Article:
1009. ROYALE FRANCE , Louis XVI (1774-1793), Double Louis d'or with bare head, BB 1787, Strasbourg. Contemporary counterfeit in gilded Platinum. Right: Bare head left, long hair. Different: heart (Jean-Louis Beyerle). Reverse: Multiple ecus of France and Navarre under a crown. Different: Toothed Edge (John Guerin). Ref .: Dupl 1706 var.; Ci, 2182 var.; Gad. 363; Dr., 614 (listed only 6 copies). 15,27 g. Extremely Rare. Flawed planchet and the assayer's test on the edge.

Counterfeit Double Louis "1788" (but produced at an unknown date):

Where the 1785-91 Double Louis weighed 15.2970 Grams with a Specific Gravity ~18.7, the False Double Louis should have had a Specific Gravity of ~15.35. 

The False Double Louis had ~ 4 Grams .999 Au and 11.2 Grams .98 Pt. Silver was presumably some part of the solder, an unknown alloy. Aqua regia would rapidly dissolve Copper and and because the dissolution had a greenish tint, Copper was quite possibly omitted from the analysis, in error.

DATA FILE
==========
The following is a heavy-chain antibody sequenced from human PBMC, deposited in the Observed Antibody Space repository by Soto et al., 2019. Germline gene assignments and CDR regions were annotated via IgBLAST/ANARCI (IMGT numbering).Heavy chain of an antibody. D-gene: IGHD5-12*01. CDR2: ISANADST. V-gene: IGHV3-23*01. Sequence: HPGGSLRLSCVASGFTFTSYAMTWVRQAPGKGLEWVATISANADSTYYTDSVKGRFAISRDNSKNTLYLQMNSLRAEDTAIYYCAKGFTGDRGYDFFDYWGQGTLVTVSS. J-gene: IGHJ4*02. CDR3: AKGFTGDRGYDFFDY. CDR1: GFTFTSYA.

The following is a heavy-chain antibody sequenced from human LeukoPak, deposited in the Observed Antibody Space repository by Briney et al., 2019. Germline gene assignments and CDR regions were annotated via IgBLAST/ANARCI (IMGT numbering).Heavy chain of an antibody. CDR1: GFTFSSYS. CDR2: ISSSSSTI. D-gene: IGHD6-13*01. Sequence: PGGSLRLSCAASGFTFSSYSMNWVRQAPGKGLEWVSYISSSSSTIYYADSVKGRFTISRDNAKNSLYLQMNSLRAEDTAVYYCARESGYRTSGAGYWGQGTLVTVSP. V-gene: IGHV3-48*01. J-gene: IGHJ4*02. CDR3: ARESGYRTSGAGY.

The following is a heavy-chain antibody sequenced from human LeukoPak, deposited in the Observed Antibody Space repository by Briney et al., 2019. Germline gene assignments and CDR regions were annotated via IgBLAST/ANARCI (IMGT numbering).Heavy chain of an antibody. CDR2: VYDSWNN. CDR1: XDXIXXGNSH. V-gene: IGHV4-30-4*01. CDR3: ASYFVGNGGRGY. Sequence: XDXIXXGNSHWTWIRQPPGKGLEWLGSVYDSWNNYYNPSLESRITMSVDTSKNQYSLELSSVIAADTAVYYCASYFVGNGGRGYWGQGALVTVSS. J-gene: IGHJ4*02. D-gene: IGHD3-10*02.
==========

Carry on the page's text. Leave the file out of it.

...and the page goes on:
Factoring alloy-solder (90% Au, 8.34% Cu, 16.67% Ag) with Fine Gold, it seems about 1.5 grains Troy were lost and the full solder weight should have been 1.21 Grams: about 7.8% of the circulated counterfeit's absolute weight. Deducting also the Platinum planchet (11.2 g), the Fine Gold gilding (shell) then appears to have been 3 g.

Two problems arise: what was the presumed loss of Copper, and what was the 'wear rate' (to calculate the original total weight) ?

Assuming the Double Louis should weigh 15.297 at full Mint weight new, and a constant wear-rate, the ordinary Double Louis in 1835 weighing 15.25 g had lost 1.5 mg or ~0.02315 Grain Troy per 5 years.  Assuming the rarity of an intact counterfeit implied a circulation rate half the norm, full weight of the counterfeit may have been as high as 15.471 g.

Given the gilding weight remaining, the intact shell should have weighed 3.3%, in the correct alloy proportion with French coin in 1788. (Copper Loss: 0.3 g.)